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Feature Story

October 2017


Adult Obesity Rates Leveling Off

Recent Rec Report Feature Stories

Improving Kids' Wellness—In the Classroom - October 2017

Brooklyn Waterfront Greenway Development Continues - September 2017

Louisville Splash 'n' Dash 5K Raises $35,000+ for Norton Children's Hospital - September 2017

Philadelphia Eagles Go Green - September 2017

High School Sports Participation Up, Nearing 8 Million - September 2017

Inside South Side High School's Redevelopment - August 2017

New Health Research Conducted at Special Olympics - August 2017

Protect Players From Heat - August 2017

Tackling the Active Play Deficit - August 2017

Botanical Garden Partners With Businesses on Health - July 2017

Survey Examines Parents' View of Play - July 2017

Kids Swim Free in Tucson This Summer - July 2017

Building Communities to Encourage Physical Activity - June 2017

California Campus Converts Courts to Golf Practice Space - June 2017

Where Are the Nation's Top City Park Systems? - June 2017

KaBOOM! Brings Play to Military Kids - May 2017

USA Basketball Open Court Sessions Get Youths Into the Game - May 2017

Educators Push Legislators to Support Health & Physical Education Programs - May 2017

NFHS Revises Rules for Competitive Spirit Squads - May 2017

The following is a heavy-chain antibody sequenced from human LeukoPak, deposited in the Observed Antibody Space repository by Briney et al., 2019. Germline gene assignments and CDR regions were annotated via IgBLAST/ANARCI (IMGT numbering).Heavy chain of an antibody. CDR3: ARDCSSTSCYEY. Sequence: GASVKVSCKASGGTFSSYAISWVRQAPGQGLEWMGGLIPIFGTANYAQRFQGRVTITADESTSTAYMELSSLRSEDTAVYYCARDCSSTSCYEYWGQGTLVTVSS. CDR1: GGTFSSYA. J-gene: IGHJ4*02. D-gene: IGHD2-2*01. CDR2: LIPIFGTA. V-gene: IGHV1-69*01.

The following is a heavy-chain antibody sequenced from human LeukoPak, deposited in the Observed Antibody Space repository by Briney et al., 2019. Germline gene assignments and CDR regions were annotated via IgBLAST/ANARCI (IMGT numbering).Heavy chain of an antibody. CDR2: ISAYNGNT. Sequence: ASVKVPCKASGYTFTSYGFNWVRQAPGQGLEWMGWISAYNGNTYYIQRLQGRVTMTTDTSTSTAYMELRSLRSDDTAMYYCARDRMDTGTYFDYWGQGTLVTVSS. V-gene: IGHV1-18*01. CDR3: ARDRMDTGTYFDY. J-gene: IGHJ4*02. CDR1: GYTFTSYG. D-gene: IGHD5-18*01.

Pool & Spa Professionals Fight Immigration Restrictions - April 2017

Grants Available to Boost Dog Parks - April 2017

New Aquatic Management Program Aims to Improve Safety, Efficiency - April 2017

16 Cities Nationwide to Receive Park Improvement Funding - April 2017

Study Confirms: People Pee in Pools - March 2017

Volunteers Get Hands-On History Experience in Virginia - March 2017

Park Hop Inspires Park Usage - March 2017

National Health Campaign Reaches 228,000 Youth in Three Years - March 2017

Outdoor REC Act Signed Into Law - February 2017

Happy 125th B-Day B-Ball! - February 2017

Study Shows Majority—Even Athletes—Are 'Overfat' - February 2017

Gym-Goers Like YMCA Best; Planet Fitness Winning Market Share - February 2017

Georgia State Park Celebrates Its Dark Sky Status - January 2017

Texas Tech Focuses on Functional Fitness - January 2017

Preventing Pool Closings - January 2017

Majority of U.S. Households Visit Attractions - January 2017

City of Henderson Awarded for Water Safety Programs - December 2016

Grant Brings Outdoor Fitness Area to Park - December 2016

Alliance Recommends Actions to Improve Kids' Activity Stats - December 2016

Retractable Enclosures Help YMCAs Cut Costs, Boost Membership - November 2016

Huge Project Seeks to Rebuild Monarch Habitats - November 2016

Report: Camping More Popular Than Ever - November 2016

ACSM Predicts 2017 Fitness Trends - November 2016

CDC: More Than One-Quarter of 50-Plus U.S. Adults Don't Exercise - October 2016

Park District Recognized for Collaboration Efforts - October 2016

Americans Support Increased Local Funding for Parks & Rec - October 2016

High School Sports Participation Up for 27th Consecutive Year - October 2016